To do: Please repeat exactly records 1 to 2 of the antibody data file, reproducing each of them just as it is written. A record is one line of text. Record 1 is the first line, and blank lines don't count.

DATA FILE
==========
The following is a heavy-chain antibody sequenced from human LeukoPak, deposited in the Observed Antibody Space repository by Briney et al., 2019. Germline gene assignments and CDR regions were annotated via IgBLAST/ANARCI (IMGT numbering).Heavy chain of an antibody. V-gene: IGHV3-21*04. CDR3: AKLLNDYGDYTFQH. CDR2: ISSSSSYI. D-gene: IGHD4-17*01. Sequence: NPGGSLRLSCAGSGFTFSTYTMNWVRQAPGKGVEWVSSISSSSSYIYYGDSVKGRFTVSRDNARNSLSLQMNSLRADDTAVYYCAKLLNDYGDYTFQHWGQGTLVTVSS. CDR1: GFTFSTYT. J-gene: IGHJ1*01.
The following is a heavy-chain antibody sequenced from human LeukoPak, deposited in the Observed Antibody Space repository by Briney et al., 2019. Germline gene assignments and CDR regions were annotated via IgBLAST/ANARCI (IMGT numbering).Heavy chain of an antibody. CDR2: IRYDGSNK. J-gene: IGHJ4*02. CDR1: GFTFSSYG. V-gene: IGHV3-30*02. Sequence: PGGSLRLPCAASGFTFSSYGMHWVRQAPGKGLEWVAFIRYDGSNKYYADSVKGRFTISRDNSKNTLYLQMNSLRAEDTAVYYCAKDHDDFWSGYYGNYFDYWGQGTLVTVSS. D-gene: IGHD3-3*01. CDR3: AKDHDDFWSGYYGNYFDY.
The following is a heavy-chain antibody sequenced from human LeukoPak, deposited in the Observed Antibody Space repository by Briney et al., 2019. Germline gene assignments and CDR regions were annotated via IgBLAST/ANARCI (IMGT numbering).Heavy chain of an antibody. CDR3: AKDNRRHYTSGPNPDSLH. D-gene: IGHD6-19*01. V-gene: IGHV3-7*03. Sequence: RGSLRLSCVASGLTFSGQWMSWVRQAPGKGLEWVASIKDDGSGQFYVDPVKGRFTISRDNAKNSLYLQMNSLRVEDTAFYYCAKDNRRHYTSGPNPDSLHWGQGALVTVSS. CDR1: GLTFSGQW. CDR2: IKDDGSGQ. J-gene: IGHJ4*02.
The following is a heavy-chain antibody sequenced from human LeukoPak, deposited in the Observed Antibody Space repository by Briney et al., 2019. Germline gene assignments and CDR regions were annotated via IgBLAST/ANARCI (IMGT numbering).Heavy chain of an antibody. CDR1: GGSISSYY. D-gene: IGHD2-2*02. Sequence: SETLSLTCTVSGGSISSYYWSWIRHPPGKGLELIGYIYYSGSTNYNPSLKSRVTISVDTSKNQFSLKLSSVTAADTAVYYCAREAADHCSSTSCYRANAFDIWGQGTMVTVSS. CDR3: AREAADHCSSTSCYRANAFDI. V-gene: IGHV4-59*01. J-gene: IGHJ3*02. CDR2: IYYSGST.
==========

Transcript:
The following is a heavy-chain antibody sequenced from human LeukoPak, deposited in the Observed Antibody Space repository by Briney et al., 2019. Germline gene assignments and CDR regions were annotated via IgBLAST/ANARCI (IMGT numbering).Heavy chain of an antibody. V-gene: IGHV3-21*04. CDR3: AKLLNDYGDYTFQH. CDR2: ISSSSSYI. D-gene: IGHD4-17*01. Sequence: NPGGSLRLSCAGSGFTFSTYTMNWVRQAPGKGVEWVSSISSSSSYIYYGDSVKGRFTVSRDNARNSLSLQMNSLRADDTAVYYCAKLLNDYGDYTFQHWGQGTLVTVSS. CDR1: GFTFSTYT. J-gene: IGHJ1*01.
The following is a heavy-chain antibody sequenced from human LeukoPak, deposited in the Observed Antibody Space repository by Briney et al., 2019. Germline gene assignments and CDR regions were annotated via IgBLAST/ANARCI (IMGT numbering).Heavy chain of an antibody. CDR2: IRYDGSNK. J-gene: IGHJ4*02. CDR1: GFTFSSYG. V-gene: IGHV3-30*02. Sequence: PGGSLRLPCAASGFTFSSYGMHWVRQAPGKGLEWVAFIRYDGSNKYYADSVKGRFTISRDNSKNTLYLQMNSLRAEDTAVYYCAKDHDDFWSGYYGNYFDYWGQGTLVTVSS. D-gene: IGHD3-3*01. CDR3: AKDHDDFWSGYYGNYFDY.